Course Description: A survey of the psychology of human life span and development. Includes a study of human development through the life-span with an emphasis on physical, cognitive, social, emotional and personality development.
Pre-/Co-requisites: PSYC 111—Introduction to Psychology
Course Objectives: Students will: 1. Define key concepts in the field of developmental psychology. 2. Demonstrate an understanding of developmental psychology, including the field’s history, methods, and future directions. 3. Explain basic physical, cognitive, social, emotional, and personality development throughout the lifespan. 4. Apply concepts learned in class to different scenarios (both in class, and within their own lives).
Instructor: Wade R. Wilson Des Lacs-Burlington High School. Phone: 701-725-4334 Email: Wade.Wilson@k12.nd.us
Textbook(s): Miller, Patricia H. Theories of Developmental Psychology, Fourth Edition By: Worth Publishers
Major Assignments: • Exams: There will be chapter exams, non-cumulative, exams throughout the semester worth 100 points each. Exams will cover information presented in class and from the textbook. Each exam will consist of 7-8 Essay questions. All exams are closed book and closed notes. • Quizzes: Quizzes will be given randomly throughout the semester. Each quiz will be worth 10 -20 points, and will vary in nature (e.g., short answer, multiple choice, matching and essay). Quizzes must be made up. These quizzes will cover material presented in the week’s readings and lectures. • Papers: Papers will be assigned randomly throughout the semester. Each paper will be (double-spaced) in length and in time font. Papers are due on the specified due dates, but can be submitted in advance.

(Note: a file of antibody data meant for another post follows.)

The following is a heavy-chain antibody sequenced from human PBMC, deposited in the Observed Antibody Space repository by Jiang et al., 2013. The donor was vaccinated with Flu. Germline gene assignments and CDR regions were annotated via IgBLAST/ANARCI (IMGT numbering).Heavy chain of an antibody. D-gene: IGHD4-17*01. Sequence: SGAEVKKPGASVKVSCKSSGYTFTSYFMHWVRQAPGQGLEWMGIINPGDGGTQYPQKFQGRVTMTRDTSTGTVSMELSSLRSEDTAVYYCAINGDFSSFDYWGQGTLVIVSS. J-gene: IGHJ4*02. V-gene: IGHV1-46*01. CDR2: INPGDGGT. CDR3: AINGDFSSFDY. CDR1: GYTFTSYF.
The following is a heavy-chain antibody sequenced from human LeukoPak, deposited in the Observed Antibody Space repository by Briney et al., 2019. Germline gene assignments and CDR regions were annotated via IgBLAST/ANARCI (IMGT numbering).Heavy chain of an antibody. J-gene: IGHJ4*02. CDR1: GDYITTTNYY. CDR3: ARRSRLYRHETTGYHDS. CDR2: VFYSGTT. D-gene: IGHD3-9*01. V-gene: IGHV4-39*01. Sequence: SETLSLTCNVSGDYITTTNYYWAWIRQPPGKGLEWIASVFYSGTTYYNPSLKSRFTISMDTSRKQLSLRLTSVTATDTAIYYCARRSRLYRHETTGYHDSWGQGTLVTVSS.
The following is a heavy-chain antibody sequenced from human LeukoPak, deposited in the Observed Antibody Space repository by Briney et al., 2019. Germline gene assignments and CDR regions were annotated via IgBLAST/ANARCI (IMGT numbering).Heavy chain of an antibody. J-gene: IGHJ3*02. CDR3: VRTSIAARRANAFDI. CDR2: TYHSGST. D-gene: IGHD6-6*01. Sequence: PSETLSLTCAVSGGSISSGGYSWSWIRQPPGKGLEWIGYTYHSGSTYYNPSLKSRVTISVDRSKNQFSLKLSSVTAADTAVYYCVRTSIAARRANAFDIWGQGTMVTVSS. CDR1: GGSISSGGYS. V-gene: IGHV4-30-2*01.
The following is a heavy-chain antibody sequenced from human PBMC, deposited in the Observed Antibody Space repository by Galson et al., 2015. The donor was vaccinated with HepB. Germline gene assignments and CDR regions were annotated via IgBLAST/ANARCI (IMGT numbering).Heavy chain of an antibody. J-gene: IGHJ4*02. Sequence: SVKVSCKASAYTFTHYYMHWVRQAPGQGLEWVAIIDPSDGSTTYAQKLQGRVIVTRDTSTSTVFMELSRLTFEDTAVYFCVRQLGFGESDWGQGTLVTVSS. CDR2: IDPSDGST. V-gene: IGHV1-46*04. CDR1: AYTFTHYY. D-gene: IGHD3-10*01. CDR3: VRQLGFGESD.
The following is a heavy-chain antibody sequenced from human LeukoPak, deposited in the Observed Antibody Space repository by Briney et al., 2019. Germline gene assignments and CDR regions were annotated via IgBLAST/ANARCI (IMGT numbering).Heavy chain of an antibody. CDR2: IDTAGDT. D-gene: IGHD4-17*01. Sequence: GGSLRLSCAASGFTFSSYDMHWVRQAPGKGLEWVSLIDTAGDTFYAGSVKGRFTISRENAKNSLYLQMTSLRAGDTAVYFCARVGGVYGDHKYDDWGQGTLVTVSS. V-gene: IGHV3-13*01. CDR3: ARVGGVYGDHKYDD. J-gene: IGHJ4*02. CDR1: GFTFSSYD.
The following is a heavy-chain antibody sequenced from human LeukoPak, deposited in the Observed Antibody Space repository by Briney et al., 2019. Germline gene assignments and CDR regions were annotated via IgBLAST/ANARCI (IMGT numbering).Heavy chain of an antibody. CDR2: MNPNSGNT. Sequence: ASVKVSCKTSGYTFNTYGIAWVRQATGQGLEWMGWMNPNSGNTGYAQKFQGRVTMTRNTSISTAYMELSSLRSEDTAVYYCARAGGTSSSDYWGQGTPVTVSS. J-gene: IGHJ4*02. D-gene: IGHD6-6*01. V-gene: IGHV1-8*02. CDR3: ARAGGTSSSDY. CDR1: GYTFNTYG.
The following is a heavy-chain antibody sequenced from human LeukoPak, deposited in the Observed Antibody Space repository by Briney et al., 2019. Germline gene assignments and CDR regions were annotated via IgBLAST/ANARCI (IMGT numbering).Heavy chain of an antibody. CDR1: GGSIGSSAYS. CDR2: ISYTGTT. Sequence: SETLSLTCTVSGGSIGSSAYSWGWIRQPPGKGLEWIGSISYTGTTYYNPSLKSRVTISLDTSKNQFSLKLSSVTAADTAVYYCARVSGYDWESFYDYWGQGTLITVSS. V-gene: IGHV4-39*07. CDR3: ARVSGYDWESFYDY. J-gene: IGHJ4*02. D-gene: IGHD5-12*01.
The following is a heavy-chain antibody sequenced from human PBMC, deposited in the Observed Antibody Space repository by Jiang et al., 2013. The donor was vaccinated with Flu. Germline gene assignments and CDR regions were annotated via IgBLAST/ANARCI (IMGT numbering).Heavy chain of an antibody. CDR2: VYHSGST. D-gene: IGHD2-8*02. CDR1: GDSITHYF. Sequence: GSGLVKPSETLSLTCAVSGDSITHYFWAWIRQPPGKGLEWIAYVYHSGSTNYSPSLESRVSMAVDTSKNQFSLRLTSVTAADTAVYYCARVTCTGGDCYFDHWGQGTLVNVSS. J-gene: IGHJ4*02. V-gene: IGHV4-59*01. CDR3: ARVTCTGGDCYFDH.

***The final will NOT be given early. You must take the final during the final exam time, no exceptions.
General Education Goals/Objectives:
• Goal 1: Explains the interrelationships between humans and their environment and the role of science in their lives. • Goal 4: Demonstrate Effective Communication • Goal 6: Demonstrates the knowledge of the human experience throughout history
• Students will be familiar with the technological tools used to investigate the mind and our behavior. • Students will be familiar with how nature influences our own (psychological) development. • Students will use critical thinking to understand the importance of psychology now, and in the future.
• Participation. Students are expected to come to class prepared and actively engage in class discussion and activities. The classroom environment is open and harassment free, so please engaged in discussion. Computers are welcome in the classroom for note-taking purposes only. If students abuse this privilege, the instructor reserves the right to ban computers from the lecture periods.
• Deadlines. All assignments are due at the end of class on the day that they are due. Students may be deducted a letter grade for every 24-hour period the assignment is not turned in, not including weekends. If a student is aware that they will miss an exam, they must inform the instructor at least prior to the missed exam. If a student is sick or experiences unforeseen circumstances where an exam must be missed, the instructor must be informed immediately.
• Academic Integrity: Plagiarism (taking the ideas, thoughts, or language or someone else and passing them off as your own) will not be tolerated in this class. If a student is suspected of plagiarizing, cheating, or not doing their own work, the matter will be investigated. Any student who is found to engage in academic dishonesty (including letting others cheat off of you) will receive an automatic “F” in the course. Additionally, the incident will be reported to the appropriate University office and additional action may be taken.